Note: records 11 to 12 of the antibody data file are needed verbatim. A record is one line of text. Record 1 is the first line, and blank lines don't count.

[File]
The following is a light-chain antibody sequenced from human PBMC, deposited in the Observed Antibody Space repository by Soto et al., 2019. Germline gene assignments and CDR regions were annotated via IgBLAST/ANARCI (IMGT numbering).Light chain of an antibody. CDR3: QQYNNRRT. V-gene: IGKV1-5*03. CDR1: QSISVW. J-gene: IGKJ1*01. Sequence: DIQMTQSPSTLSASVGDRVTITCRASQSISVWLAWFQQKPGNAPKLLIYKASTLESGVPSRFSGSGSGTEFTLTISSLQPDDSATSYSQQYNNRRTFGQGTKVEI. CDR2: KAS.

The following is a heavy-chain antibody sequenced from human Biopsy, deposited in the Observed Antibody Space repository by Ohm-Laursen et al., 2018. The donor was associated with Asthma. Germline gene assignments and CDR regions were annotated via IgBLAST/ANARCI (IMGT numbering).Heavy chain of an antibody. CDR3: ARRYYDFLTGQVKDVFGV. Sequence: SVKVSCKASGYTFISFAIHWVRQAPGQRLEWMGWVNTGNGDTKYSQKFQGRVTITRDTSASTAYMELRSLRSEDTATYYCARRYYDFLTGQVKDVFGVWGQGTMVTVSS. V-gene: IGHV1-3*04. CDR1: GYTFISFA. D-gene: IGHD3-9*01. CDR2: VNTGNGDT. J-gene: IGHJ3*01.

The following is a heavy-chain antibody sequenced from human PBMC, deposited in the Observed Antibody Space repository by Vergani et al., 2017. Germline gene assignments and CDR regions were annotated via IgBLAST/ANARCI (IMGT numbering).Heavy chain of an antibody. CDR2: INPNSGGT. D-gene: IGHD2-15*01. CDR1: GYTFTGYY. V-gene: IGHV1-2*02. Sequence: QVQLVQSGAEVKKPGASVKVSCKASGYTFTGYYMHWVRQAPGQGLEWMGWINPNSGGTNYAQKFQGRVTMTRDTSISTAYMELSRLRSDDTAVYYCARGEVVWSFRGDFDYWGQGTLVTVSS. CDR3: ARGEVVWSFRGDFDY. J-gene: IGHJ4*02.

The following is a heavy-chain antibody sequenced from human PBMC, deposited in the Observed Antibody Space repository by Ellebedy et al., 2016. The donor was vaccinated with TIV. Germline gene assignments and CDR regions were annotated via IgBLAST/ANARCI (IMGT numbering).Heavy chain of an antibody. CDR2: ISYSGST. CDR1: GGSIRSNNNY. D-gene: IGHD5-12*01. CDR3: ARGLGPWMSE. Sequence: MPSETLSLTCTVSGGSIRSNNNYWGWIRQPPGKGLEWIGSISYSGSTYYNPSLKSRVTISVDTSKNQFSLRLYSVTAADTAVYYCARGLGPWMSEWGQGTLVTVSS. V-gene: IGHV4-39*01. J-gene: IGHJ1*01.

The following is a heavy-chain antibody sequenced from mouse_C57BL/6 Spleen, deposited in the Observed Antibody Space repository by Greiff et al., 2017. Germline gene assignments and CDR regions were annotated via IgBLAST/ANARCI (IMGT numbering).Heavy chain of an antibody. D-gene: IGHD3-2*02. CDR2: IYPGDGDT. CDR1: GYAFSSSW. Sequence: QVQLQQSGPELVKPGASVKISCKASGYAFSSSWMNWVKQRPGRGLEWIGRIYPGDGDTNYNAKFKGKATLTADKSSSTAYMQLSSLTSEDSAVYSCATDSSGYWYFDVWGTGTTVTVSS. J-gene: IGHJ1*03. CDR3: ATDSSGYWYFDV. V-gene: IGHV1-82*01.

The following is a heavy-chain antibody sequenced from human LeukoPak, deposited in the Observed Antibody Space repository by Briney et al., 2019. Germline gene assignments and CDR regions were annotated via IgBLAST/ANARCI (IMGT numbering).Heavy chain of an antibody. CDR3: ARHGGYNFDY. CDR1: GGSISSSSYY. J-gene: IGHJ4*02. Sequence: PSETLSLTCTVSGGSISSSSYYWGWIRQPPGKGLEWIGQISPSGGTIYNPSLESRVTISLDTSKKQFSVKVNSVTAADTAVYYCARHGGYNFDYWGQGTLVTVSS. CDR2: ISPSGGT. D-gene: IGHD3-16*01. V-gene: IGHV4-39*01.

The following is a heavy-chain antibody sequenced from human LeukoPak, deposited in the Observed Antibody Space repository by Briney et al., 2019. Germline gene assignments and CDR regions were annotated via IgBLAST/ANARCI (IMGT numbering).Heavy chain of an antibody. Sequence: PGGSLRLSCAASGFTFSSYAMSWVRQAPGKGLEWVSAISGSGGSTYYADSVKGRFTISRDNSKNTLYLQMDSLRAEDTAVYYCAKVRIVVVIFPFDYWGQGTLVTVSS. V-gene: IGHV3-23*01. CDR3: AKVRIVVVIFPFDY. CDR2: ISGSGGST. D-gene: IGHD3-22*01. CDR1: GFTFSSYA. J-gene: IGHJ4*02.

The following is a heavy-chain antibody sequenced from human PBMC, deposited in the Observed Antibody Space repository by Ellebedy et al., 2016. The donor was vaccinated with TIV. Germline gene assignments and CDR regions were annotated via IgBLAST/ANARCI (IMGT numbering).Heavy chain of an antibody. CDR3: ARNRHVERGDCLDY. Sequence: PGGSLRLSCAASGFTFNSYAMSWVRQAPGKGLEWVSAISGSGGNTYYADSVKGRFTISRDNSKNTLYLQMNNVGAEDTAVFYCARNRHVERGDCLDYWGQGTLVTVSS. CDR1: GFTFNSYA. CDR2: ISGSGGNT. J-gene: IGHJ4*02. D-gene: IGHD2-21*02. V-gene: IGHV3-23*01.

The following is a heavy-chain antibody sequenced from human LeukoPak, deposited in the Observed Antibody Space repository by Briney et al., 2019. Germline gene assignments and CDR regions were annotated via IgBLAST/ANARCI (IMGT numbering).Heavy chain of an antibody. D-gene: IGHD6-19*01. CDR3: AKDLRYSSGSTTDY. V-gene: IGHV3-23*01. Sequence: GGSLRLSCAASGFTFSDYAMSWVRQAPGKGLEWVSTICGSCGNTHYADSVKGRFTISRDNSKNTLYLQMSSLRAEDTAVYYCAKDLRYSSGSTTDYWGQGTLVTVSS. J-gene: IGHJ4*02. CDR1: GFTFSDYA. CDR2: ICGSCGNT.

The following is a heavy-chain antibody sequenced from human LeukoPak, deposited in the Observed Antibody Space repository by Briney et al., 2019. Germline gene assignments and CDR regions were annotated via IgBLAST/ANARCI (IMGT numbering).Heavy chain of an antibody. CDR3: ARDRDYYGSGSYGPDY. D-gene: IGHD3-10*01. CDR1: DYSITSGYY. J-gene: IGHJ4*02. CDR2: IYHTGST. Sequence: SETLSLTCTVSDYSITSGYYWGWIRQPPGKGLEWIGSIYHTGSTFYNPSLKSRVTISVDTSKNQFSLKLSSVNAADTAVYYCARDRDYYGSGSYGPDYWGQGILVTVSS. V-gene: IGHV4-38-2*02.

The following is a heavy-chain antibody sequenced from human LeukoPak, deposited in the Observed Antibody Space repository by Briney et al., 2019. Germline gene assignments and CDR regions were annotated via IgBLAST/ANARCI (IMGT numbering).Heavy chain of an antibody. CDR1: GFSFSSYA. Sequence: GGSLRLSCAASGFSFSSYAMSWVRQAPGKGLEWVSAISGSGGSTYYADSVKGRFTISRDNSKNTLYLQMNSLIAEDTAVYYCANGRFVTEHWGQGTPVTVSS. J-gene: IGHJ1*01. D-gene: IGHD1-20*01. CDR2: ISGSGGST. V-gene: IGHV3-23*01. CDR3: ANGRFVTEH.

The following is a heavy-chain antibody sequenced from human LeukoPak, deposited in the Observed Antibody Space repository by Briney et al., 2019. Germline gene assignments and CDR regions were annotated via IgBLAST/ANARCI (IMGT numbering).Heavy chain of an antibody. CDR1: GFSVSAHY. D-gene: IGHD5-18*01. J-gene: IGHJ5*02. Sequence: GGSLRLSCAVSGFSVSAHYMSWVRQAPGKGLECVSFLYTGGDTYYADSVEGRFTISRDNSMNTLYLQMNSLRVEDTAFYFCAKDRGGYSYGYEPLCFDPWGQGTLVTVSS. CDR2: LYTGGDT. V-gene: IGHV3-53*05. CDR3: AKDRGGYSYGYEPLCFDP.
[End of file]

The following is a heavy-chain antibody sequenced from human LeukoPak, deposited in the Observed Antibody Space repository by Briney et al., 2019. Germline gene assignments and CDR regions were annotated via IgBLAST/ANARCI (IMGT numbering).Heavy chain of an antibody. CDR1: GFSFSSYA. Sequence: GGSLRLSCAASGFSFSSYAMSWVRQAPGKGLEWVSAISGSGGSTYYADSVKGRFTISRDNSKNTLYLQMNSLIAEDTAVYYCANGRFVTEHWGQGTPVTVSS. J-gene: IGHJ1*01. D-gene: IGHD1-20*01. CDR2: ISGSGGST. V-gene: IGHV3-23*01. CDR3: ANGRFVTEH.

The following is a heavy-chain antibody sequenced from human LeukoPak, deposited in the Observed Antibody Space repository by Briney et al., 2019. Germline gene assignments and CDR regions were annotated via IgBLAST/ANARCI (IMGT numbering).Heavy chain of an antibody. CDR1: GFSVSAHY. D-gene: IGHD5-18*01. J-gene: IGHJ5*02. Sequence: GGSLRLSCAVSGFSVSAHYMSWVRQAPGKGLECVSFLYTGGDTYYADSVEGRFTISRDNSMNTLYLQMNSLRVEDTAFYFCAKDRGGYSYGYEPLCFDPWGQGTLVTVSS. CDR2: LYTGGDT. V-gene: IGHV3-53*05. CDR3: AKDRGGYSYGYEPLCFDP.